WASHINGTON — Google Inc faces a $25,000 fine for impeding a U.S. investigation into the Web search leader’s data collection for its Street View project, which allows users to see street level images when they map a location.
The Federal Communications Commission said the company had collected personal information without permission, and cited evidence that Google had “deliberately” refused to cooperate with the agency.
“Google refused to identify any employees or produce any e-mails. The company could not supply compliant declarations without identifying employees it preferred not to identify,” according to an FCC order dated April 13.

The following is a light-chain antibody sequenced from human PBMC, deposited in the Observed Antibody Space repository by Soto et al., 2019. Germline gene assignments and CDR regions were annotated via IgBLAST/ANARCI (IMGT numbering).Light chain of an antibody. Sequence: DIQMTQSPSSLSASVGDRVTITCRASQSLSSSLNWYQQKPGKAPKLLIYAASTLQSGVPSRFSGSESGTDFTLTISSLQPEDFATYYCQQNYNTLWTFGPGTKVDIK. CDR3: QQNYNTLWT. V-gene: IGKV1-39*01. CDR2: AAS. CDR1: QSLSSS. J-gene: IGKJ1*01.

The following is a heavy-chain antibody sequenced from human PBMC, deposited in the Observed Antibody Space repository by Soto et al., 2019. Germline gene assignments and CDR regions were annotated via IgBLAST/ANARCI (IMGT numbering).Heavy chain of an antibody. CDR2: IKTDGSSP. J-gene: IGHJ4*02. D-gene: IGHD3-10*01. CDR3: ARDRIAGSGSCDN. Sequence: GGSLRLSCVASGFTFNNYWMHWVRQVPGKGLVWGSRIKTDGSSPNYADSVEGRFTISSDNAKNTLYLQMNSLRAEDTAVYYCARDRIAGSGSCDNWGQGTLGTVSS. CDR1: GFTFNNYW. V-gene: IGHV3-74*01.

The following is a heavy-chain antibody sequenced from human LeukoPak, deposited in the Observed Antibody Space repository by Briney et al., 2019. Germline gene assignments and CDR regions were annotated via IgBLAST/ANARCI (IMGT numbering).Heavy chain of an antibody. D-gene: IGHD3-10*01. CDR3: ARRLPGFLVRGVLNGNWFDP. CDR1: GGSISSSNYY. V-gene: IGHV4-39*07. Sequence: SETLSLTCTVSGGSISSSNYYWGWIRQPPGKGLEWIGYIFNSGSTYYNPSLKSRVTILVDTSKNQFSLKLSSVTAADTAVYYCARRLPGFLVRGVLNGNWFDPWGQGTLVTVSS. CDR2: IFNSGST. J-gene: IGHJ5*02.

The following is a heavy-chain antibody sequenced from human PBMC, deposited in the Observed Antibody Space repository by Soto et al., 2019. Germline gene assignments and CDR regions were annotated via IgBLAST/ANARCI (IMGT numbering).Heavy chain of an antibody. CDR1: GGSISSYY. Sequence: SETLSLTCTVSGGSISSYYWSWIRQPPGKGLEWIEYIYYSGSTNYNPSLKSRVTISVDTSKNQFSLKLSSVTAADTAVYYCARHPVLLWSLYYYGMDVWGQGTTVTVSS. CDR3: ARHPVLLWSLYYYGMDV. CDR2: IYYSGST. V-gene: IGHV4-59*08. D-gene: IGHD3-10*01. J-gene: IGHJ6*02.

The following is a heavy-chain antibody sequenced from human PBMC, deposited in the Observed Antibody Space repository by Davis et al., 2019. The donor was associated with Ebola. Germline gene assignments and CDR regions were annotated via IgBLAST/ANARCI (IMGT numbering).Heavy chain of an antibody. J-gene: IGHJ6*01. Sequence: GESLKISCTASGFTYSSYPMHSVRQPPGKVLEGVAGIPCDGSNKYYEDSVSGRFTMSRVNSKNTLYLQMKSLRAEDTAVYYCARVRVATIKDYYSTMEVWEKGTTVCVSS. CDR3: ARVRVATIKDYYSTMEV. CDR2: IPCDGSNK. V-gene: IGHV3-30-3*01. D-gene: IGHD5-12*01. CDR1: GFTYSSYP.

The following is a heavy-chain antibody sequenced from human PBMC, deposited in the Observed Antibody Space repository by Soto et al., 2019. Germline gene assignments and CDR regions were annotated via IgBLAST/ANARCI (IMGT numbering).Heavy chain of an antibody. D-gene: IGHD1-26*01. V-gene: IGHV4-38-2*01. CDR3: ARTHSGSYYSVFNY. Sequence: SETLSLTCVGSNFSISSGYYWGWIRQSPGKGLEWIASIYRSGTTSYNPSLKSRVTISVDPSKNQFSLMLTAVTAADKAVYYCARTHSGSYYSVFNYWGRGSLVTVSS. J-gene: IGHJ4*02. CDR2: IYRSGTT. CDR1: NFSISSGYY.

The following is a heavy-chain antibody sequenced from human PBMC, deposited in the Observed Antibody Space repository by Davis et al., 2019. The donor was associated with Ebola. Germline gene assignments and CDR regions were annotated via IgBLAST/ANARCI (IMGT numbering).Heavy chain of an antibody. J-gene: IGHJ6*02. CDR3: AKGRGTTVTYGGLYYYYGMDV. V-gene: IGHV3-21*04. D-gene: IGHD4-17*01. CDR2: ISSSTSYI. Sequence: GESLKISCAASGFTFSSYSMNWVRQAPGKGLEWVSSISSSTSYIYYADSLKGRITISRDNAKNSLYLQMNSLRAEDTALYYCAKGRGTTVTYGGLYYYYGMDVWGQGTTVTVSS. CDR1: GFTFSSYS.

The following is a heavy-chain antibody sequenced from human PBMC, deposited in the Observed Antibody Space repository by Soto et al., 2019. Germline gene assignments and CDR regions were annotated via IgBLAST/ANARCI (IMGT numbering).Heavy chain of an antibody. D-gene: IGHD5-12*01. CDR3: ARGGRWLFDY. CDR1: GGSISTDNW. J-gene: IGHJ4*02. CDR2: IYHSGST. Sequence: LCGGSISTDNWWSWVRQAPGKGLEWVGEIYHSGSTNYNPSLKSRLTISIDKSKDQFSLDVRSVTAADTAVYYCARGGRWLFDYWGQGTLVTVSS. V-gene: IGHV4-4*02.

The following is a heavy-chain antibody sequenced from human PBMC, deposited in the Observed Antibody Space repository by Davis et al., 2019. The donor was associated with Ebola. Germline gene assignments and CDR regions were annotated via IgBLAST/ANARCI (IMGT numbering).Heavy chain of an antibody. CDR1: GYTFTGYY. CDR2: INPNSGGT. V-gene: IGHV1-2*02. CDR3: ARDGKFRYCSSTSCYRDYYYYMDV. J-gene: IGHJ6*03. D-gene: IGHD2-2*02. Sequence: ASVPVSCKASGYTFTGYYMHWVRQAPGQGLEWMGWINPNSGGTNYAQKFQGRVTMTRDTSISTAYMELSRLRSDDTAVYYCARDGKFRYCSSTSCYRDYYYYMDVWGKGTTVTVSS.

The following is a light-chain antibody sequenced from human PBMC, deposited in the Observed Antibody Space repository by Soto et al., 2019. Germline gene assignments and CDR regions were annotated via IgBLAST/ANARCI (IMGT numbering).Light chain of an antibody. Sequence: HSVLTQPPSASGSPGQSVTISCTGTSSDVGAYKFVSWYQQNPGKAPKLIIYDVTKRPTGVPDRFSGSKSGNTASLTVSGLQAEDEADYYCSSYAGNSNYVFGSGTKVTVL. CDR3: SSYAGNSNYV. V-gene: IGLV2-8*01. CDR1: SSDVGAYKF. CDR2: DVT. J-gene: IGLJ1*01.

“Misconduct of this nature threatens to compromise the commission’s ability to effectively investigate possible violations of the Communications Act and the commission’s rules.”
Google could not be reached for comment.
Between May, 2007, and May, 2010, Google collected data from WiFi networks throughout the United States and throughout the world as part of the Street View project, which gives users of Google Map and Google Earth the ability to view street level images of structures and land adjacent to roads and highways.
However, Google collected passwords, Internet usage history, and other highly sensitive personal data that was not needed for its location database project, the FCC said.
Google publicly acknowledged in May, 2010, that it had collected the so-called payload data, leading to an FCC investigation on whether it had violated the Communications Act.
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